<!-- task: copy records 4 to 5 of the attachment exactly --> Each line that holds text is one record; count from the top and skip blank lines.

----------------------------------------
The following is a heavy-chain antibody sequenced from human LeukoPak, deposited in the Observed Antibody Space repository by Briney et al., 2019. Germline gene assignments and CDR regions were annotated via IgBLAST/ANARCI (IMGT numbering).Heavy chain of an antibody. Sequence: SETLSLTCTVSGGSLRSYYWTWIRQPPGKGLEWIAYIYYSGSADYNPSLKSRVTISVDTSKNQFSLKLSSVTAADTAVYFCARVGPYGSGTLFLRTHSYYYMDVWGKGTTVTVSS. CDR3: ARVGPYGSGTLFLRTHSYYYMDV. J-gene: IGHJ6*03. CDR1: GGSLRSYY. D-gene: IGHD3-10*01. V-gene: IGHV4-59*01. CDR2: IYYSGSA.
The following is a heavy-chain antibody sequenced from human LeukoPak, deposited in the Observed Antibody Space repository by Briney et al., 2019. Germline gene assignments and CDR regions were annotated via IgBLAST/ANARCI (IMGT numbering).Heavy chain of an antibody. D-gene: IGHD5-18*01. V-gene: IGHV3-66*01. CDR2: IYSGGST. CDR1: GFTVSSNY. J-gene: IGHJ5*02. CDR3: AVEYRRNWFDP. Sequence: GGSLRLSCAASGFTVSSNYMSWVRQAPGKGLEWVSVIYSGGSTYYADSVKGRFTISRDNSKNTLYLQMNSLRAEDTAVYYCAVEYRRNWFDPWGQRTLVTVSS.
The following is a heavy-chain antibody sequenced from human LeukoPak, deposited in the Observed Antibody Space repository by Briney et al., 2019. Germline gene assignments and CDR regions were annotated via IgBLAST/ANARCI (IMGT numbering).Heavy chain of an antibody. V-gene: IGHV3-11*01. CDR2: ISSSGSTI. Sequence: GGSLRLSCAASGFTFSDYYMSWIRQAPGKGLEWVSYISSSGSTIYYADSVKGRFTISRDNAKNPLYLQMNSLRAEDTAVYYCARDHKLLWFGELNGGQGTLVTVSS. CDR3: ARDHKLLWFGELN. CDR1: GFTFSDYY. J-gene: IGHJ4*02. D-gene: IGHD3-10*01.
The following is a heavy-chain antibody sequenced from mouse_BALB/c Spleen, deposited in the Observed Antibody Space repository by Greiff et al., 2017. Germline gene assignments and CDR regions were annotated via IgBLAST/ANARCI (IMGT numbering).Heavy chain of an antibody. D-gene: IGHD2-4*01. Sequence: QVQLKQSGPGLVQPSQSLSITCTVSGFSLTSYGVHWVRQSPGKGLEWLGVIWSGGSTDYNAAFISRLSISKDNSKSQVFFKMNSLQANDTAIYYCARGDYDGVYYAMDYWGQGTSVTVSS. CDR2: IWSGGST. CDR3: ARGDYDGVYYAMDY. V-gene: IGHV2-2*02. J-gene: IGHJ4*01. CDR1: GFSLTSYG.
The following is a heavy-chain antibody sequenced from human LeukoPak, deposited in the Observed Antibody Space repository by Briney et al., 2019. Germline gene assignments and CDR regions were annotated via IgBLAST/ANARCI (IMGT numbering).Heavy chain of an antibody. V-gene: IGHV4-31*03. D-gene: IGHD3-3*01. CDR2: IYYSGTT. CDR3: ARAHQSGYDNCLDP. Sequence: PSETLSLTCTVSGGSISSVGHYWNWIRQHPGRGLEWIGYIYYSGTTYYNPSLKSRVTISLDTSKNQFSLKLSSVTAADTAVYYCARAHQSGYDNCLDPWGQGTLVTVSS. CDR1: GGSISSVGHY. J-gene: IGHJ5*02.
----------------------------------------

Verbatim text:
The following is a heavy-chain antibody sequenced from mouse_BALB/c Spleen, deposited in the Observed Antibody Space repository by Greiff et al., 2017. Germline gene assignments and CDR regions were annotated via IgBLAST/ANARCI (IMGT numbering).Heavy chain of an antibody. D-gene: IGHD2-4*01. Sequence: QVQLKQSGPGLVQPSQSLSITCTVSGFSLTSYGVHWVRQSPGKGLEWLGVIWSGGSTDYNAAFISRLSISKDNSKSQVFFKMNSLQANDTAIYYCARGDYDGVYYAMDYWGQGTSVTVSS. CDR2: IWSGGST. CDR3: ARGDYDGVYYAMDY. V-gene: IGHV2-2*02. J-gene: IGHJ4*01. CDR1: GFSLTSYG.
The following is a heavy-chain antibody sequenced from human LeukoPak, deposited in the Observed Antibody Space repository by Briney et al., 2019. Germline gene assignments and CDR regions were annotated via IgBLAST/ANARCI (IMGT numbering).Heavy chain of an antibody. V-gene: IGHV4-31*03. D-gene: IGHD3-3*01. CDR2: IYYSGTT. CDR3: ARAHQSGYDNCLDP. Sequence: PSETLSLTCTVSGGSISSVGHYWNWIRQHPGRGLEWIGYIYYSGTTYYNPSLKSRVTISLDTSKNQFSLKLSSVTAADTAVYYCARAHQSGYDNCLDPWGQGTLVTVSS. CDR1: GGSISSVGHY. J-gene: IGHJ5*02.